• Generate project files using cmake -G.
  • Build the project using cmake --build.

The remaining sections in this topic will cover configuring and building with CMake in more detail, including which values to change on subsequent builds.

Configuring projects

Configuring a project involves defining variables for the CMake cache and generating project files that are needed to build your project. You can do this from the command line or terminal window using the CMake CLI, or by using the CMake GUI.

To configure an O3DE project using CMake, you’ll need the following information:

  • The locations of the build source and output directories.
  • The generator you want to use to create the native project files.
  • The location of the downloadable packages, also known as the third-party libraries.

Configure with the CMake CLI

The typical CMake command used to configure a project looks like the following:

cmake -B build/windows_vs2019 -S . -G "Visual Studio 16" -DLY_3RDPARTY_PATH=<downloadable-packages-directory>

cmake -B build/linux -S . -G "Ninja Multi-Config" -DLY_3RDPARTY_PATH=<downloadable-packages-directory>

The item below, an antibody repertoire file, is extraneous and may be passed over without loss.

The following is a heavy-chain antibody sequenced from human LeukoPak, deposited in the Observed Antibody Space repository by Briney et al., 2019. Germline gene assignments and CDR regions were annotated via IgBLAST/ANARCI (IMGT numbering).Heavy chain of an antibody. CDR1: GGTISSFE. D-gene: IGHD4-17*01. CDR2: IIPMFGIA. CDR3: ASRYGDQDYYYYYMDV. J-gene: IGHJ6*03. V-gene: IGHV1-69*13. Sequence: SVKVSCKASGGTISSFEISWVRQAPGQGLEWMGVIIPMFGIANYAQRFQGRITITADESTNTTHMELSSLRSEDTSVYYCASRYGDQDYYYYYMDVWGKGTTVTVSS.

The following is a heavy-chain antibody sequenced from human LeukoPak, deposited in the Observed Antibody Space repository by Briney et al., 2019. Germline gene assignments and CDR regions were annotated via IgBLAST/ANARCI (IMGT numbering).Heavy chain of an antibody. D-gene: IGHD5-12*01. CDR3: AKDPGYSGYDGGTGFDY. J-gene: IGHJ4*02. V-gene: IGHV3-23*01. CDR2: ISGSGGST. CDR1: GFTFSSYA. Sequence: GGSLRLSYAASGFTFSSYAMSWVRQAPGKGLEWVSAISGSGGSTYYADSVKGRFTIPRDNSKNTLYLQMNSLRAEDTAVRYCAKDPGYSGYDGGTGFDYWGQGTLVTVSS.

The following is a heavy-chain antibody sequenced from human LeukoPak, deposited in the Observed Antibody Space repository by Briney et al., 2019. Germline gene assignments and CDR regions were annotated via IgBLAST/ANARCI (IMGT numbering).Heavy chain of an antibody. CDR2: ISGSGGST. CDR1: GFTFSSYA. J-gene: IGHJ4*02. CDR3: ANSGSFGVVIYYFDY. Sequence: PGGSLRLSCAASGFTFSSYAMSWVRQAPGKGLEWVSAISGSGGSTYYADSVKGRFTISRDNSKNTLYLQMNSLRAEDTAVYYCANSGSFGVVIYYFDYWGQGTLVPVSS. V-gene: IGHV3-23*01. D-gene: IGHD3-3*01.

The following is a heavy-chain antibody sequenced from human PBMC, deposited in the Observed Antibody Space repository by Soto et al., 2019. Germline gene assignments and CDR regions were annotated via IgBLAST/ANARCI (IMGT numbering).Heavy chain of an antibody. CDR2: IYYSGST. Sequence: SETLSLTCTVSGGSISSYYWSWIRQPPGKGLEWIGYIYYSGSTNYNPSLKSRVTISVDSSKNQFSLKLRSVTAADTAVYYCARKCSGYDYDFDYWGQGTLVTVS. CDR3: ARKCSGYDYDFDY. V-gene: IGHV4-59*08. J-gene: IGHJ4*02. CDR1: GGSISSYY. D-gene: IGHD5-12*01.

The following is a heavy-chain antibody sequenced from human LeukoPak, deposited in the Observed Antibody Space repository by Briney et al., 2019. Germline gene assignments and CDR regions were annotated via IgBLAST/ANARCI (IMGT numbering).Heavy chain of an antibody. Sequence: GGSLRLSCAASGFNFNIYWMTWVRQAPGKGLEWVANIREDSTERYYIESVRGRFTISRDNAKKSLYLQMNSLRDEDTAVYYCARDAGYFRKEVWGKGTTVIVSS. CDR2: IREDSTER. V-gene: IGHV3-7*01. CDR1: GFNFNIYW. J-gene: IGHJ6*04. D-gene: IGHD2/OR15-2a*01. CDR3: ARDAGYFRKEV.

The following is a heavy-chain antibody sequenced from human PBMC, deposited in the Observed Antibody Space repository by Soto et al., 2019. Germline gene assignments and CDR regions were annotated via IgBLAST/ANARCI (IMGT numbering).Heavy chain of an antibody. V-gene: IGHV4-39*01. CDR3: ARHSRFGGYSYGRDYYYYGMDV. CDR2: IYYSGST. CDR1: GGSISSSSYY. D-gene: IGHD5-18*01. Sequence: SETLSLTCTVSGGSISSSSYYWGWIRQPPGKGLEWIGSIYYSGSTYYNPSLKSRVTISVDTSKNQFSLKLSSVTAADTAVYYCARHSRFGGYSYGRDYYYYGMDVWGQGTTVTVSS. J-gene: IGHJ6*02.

• -B : Location of build directory, where to put the generated files.
  • -S : Source directory, where the root CMakeLists.txt file is. Optional when running cmake from the source directory.
  • -G : The generator to use to create the native project files.

The other argument is a custom definition (-D) for the build script, used by O3DE:

  • LY_3RDPARTY_PATH : The absolute path to your O3DE packages . If packages are missing during configuration, they’ll be downloaded to this location.
Note:
CMake unity builds are on by default. This is a CMake feature that can greatly improve build times by merging source files into single compilation units. If you encounter a build error, disabling unity builds might help debug the problem. To disable unity builds, run the previous cmake command with the -DLY_UNITY_BUILD=OFF argument to regenerate your project files.